Sampler: The Memory by Judith Barrow

That was the first time I understood you could fall in love with a stranger, even though that stranger is a baby who can’t yet talk.

Mother and daughter tied together by shame and secrecy, love, and hate.

I wait by the bed. I move into her line of vision and it’s as though we’re watching one another, my mother and me; two women – trapped.

Today has been a long time coming. Irene sits at her mother’s side waiting for the right moment, for the point at which she will know she is doing the right thing by Rose.

Rose was Irene’s little sister, an unwanted embarrassment to their mother Lilian but a treasure to Irene.

Rose died thirty years ago, when she was eight, and nobody has talked about the circumstances of her death since.

But Irene knows what she saw.

Over the course of 24 hours, their moving and tragic story is revealed – a story of love and duty, betrayal, and loss – as Irene rediscovers the past and finds hope for the future.

Judith Barrow

Sampler: The Memory

Chapter Forty-Two 2001: The Day: 10.20 a.m.

In the bathroom I balance Mum on the lavatory seat while I quickly undress. Holding her, we waddle into the shower. I aim for the plastic chair in the middle of the tray. She slips through my arms like a huge, pink lump of soap. Trying to stop her falling I find myself face down in her naked lap. The thought flashes through my mind that Mum and me have never been this close and it bubbles up until it explodes in a hysterical hoot of mirth. I extricate myself from the mound of flesh that’s her stomach and look up at her. She looks down at me, startled. Then her lips puff out with a sudden giggle. I sit back, legs sprawled out on either side of the chair. She clings onto the arms of it, still giggling.

She holds out her hand to me. Unbelievably she understands I need help, I scrabble to get leverage on the slippery floor, twisting onto my knees. I stay like that for a moment, my backside up in the air, still tittering. The next thing I feel is the slap on my bum. It stings but I carry on sniggering as I grip the legs of the chair. The chair slides and I collapse again.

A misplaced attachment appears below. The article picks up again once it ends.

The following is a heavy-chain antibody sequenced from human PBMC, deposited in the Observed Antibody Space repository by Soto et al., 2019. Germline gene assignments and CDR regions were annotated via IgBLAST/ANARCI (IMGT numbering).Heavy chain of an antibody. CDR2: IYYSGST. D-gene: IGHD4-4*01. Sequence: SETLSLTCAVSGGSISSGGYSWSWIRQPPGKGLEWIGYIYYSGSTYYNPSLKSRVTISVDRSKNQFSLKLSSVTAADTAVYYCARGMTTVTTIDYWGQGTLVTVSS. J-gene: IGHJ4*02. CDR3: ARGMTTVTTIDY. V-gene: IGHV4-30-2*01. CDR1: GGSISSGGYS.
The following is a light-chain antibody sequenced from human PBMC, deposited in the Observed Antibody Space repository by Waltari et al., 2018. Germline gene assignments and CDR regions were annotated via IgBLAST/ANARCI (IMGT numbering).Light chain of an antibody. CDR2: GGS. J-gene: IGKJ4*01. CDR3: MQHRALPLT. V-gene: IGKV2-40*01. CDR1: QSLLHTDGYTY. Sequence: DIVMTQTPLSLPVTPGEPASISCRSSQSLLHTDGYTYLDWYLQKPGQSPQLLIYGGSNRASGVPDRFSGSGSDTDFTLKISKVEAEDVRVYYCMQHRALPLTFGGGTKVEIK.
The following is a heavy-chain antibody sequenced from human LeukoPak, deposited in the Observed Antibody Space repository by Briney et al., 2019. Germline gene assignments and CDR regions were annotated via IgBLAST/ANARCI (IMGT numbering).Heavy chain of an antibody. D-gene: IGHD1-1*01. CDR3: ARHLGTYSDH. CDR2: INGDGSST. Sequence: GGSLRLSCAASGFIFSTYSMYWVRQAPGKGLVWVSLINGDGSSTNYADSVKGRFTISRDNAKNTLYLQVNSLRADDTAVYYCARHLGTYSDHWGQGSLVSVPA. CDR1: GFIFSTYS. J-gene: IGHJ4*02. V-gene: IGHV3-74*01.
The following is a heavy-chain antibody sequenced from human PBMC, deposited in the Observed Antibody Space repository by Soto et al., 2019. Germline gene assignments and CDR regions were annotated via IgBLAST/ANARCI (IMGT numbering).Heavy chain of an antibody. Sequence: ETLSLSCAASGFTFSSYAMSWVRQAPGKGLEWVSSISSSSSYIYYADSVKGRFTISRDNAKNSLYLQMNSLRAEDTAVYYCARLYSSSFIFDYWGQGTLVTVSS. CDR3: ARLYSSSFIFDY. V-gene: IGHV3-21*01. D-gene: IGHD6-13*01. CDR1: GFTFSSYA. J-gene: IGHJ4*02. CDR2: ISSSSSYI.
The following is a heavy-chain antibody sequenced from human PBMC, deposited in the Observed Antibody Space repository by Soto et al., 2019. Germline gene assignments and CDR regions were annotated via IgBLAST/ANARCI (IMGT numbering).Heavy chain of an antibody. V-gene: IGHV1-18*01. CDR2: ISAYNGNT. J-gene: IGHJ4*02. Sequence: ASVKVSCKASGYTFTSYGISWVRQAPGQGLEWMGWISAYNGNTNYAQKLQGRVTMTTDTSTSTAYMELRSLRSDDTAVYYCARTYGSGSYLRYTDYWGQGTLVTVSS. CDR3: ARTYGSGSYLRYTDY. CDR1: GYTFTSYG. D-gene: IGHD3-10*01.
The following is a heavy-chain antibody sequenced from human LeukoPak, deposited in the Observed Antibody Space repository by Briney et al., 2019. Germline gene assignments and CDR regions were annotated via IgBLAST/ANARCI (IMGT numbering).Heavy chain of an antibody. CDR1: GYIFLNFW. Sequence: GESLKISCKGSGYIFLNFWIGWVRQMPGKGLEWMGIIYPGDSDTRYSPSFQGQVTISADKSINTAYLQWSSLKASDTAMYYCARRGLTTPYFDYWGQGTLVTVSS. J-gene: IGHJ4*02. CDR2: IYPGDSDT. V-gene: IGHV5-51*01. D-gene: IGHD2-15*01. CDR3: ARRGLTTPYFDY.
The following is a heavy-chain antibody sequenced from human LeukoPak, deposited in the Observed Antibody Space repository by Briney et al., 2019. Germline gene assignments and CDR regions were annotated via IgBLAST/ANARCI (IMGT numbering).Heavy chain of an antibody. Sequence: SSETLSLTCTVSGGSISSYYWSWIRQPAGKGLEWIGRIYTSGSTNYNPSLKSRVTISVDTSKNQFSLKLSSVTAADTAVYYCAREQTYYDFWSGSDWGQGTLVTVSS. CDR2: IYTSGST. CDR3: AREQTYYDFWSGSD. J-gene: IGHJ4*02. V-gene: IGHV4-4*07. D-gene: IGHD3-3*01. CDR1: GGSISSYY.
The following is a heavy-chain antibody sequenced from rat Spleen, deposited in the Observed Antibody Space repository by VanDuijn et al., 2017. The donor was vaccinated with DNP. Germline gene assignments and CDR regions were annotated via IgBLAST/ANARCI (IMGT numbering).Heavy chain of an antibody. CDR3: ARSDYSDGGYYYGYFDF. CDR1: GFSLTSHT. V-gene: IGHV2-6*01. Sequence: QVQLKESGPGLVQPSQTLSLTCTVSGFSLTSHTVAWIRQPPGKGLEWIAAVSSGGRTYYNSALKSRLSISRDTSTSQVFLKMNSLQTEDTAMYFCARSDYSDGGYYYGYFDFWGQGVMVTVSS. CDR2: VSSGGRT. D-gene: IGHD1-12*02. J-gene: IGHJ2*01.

She shouts, ‘whoops!’

I echo her. ‘Whoops!’

We’re watching one another, cackling uncontrollably until I manage to stand, my breath coming in short spluttering gasps.

She’s still laughing, her eyes never leaving my face.

‘Right, Mother, ‘I say, ‘Let’s get on with what we’re here for.’ The hysteria still bubbles up in silly giggles and she copies me. Knees against hers for balance; I take the old soft loofah off the corner shelf and rub soap on it.

The laughter dies in her eyes.

From the yells you’d think I was scraping her skin off with a scouring pad.

 

1963 Irene age eight

A week later I came home from school to find Rose had been born and I raced upstairs to Mum and Dad’s bedroom.

Mum was hunched under the clothes. The baby was in the old blue carrycot that had been mine.

‘What’s she called?’ Mum didn’t answer. Her fingers plucked at the cotton pillowcase. ‘Is she okay?’ I asked. ‘Can I hold her?’

‘No,’ Dad’s hand rested on my shoulder, gentle. ‘She’s too tiny.’ He paused. ‘And she’s not well, I’m afraid.’

That frightened me. I studied my sister carefully; tiny flat nose between long eyes that sloped upwards at the outer corners.  A small crooked mouth pursed as though she was a bit cross about something. I could see the tip of her tongue between her lips. ‘She doesn’t look poorly.’ I tilted my head one way and another, studying her from different angles. Nope, except for the little twist in her top lip, which was cute, she looked fine. ‘What’s she called?’ I asked again, watching her little face tighten and then relax as she yawned, then sighed.

Mum slid down under the eiderdown. ‘Take it away,’ she mumbled.

I thought perhaps having a baby made you grumpy so I decided to forgive her. In the silent moment that followed I heard the raucous cry of a crow as it landed, thump, on the flat roof of the kitchen outside the bedroom window.

‘What’s she called?’ I whispered to Dad. When there was still no reply I looked at my sister. ‘I’m going to call her Rose.’

Dad gathered both handles of the carrycot and lifted it from the stand. ‘I’ll take her downstairs,’ he said and cocked his head at me to follow.

‘Do what you want.’ Mum’s voice was harsh.  ‘I don’t want that thing near me.’

I knew she meant the baby; my baby sister. Something was happening I didn’t understand. But I knew it was wrong to call your baby ‘it’. It made me feel sick inside.

Mum held her hand above the covers. ‘Irene, you can stay. Tell me what you’ve been doing in school today.’

‘No, I’ll go down with Dad.’ Suddenly I couldn’t bear to be anywhere near my mother.

That was the first time I understood you could fall in love with a stranger, even though that stranger is a baby who can’t yet talk.

And that you could hate somebody even though you were supposed to love them.

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